The head of Syria's main exiled opposition coalition has met with Russia's foreign minister in a bid to encourage Moscow to curtail its backing for the regime of President Bashar al-Assad.
Syrian National Council chief Abdel Basset Sayda told Foreign Minister Sergei Lavrov during talks in Moscow on July 11 that Syria is in the throes of a "revolution" and there is no prospect of a political transition.
Sayda drew a parallel with the 1991 dissolution of the Soviet Union, saying the conflict in Syria is not simply a matter of "disagreements between the opposition and the government."
The Syrian National Council is based in Turkey and openly backed by Western and Arab states that have called for Assad to step down.
'Prospects For Unified Opposition'
In his remarks, Lavrov gave no indication that Moscow was ready to start supporting the opposition. Russia has repeatedly said that the crisis must be resolved by Syrians themselves, without outside interference.
Lavrov instead said he wanted to know if the fragmented opposition would be able to unite into one movement in order to negotiate with the government in line with the peace plan proposed by international envoy Kofi Annan.
"We are very interested in your assessments of the situation within the opposition movement -- the Syrian National Council's relations with other groups of the external opposition and, especially, of the internal opposition," Lavrov said, "in order to understand what the prospects are, and how reliable the prospects are, for the unification of all opposition groups on a platform of dialogue with the government, as envisaged by Kofi Annan's plan that was approved by the United Nations Security Council."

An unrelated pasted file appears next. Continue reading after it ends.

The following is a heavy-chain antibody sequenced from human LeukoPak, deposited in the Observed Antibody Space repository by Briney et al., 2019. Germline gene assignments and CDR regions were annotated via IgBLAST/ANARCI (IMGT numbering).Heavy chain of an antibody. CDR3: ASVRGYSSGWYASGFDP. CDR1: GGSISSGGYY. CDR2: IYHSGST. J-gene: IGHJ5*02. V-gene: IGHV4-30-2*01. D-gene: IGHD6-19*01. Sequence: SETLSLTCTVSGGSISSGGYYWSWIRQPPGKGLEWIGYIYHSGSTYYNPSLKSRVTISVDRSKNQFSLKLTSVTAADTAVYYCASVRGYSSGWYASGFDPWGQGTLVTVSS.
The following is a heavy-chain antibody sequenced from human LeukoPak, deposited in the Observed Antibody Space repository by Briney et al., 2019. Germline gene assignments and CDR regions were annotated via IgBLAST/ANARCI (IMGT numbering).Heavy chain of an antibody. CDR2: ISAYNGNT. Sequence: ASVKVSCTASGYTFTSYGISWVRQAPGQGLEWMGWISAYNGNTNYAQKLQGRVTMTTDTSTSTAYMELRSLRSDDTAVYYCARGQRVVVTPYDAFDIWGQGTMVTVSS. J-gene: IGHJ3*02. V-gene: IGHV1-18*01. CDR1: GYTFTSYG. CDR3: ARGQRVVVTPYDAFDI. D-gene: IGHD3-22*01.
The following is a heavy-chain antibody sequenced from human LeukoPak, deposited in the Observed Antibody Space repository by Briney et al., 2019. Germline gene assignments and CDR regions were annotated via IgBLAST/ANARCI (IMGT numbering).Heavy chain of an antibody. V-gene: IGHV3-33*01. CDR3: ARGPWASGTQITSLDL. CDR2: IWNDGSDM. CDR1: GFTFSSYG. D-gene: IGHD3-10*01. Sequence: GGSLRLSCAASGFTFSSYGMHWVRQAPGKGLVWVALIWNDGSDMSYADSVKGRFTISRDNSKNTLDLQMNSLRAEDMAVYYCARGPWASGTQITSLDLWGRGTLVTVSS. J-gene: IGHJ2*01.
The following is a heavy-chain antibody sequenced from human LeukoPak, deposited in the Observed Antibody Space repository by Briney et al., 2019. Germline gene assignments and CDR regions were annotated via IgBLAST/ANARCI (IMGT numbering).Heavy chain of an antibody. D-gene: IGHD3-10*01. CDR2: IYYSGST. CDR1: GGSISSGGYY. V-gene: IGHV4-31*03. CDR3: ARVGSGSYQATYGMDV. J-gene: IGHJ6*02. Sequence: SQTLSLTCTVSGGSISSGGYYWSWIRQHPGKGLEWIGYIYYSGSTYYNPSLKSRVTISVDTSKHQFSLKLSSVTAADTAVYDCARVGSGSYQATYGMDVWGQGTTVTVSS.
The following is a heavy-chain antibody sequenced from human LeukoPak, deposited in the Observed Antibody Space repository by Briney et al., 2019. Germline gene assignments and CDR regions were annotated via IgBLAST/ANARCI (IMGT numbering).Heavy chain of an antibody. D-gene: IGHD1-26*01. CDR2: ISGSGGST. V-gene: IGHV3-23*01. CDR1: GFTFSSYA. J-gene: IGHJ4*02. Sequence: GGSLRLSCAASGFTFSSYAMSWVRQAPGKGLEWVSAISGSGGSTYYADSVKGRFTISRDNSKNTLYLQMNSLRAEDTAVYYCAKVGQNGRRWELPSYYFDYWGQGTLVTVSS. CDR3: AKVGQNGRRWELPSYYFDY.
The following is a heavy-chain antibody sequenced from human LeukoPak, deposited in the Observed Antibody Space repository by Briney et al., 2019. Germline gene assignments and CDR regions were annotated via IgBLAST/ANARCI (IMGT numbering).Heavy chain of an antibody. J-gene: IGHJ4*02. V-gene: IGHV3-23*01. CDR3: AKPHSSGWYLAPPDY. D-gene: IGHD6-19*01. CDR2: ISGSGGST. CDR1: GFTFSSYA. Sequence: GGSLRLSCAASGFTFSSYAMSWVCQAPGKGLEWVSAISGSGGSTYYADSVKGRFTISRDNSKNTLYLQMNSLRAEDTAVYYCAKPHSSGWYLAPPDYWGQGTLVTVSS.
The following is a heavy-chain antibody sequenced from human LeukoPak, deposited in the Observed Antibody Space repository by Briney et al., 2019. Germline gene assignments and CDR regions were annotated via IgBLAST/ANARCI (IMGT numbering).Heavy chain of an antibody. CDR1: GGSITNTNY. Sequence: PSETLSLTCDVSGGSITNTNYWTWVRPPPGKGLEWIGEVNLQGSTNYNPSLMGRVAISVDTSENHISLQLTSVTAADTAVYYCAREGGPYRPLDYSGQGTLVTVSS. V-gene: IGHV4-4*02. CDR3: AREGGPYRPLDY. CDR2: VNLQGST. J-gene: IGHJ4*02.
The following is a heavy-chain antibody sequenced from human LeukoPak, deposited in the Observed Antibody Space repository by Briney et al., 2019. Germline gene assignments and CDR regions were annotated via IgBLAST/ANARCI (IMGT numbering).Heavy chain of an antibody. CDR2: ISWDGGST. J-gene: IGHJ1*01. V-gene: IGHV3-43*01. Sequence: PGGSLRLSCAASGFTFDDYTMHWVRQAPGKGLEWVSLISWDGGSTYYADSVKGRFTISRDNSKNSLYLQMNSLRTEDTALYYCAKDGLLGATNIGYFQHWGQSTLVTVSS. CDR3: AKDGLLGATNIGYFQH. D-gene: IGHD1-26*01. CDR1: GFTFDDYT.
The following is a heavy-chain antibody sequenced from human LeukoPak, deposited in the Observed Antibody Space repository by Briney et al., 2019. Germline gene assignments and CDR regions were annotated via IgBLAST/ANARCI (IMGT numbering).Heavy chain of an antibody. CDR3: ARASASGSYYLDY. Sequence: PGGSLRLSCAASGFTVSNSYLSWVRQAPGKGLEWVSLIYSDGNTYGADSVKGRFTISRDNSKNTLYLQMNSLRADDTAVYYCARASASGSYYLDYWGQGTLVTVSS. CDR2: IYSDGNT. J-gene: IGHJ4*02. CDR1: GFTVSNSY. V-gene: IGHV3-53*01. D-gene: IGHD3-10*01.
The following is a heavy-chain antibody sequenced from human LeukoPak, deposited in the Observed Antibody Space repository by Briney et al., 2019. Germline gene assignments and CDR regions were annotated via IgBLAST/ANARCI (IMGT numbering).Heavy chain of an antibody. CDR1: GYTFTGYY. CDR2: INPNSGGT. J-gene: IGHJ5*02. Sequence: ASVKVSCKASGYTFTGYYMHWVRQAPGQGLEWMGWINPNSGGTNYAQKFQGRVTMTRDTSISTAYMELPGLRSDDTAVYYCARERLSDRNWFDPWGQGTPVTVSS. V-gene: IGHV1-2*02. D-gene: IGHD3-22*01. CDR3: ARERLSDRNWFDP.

After the Moscow meeting, a representative of the Syria National Council, Burhan Ghalioun, said Lavrov indicated that Russia would not shift its position.
Meanwhile, a Russian arms-export official said on July 11 that Moscow would fulfill a contract to deliver air-defense systems to Syria despite growing pressure from the West to halt such exports.
Vyacheslav Dzirkaln said that pending deliveries to Syria were related to "old contracts" signed before 2008. He added, however, that Moscow had no plans to sign new weapons contracts with Damascus.
Last month, Russia tried sending a cargo ship to Syria with three repaired helicopters for government forces. But the vessel failed to make the delivery after the mission was exposed by Washington and a British insurer dropped its coverage.
On July 10, 11 Russian warships left their home ports for Mediterranean exercises that include stopovers at the Syrian port of Tartus, where Moscow operates its only naval base outside the former Soviet Union.
Security Council Standoff
Meanwhile, Russia has circulated among the other states on the United Nations Security Council a draft resolution suggesting an extension of the United Nations monitoring mission in Syria for a further three months. Diplomats say the draft would not threaten any new measures against the regime.
The Security Council must decide on the future of the mission before July 20, when its initial 90-day mandate expires.
The 300-member team was sent to Syria in April to monitor a planned cease-fire, which has never been implemented by the government or opposition fighters. The monitors recently were forced to curb their observer mission because of safety threats linked to the conflict.
On July 4, international mediator Annan was expected to brief the Security Council on the outcome of the discussions he held this week with top officials in Syria, Iran, and Iraq.
The British-based pro-opposition Syrian Observatory for Human Rights says more than 17, 000 people -- mostly civilians, but also members of the security forces -- have been killed since the conflict began in March, 2011. The figures provided by the group cannot be independently verified.
With reporting by AFP, Interfax, and dpa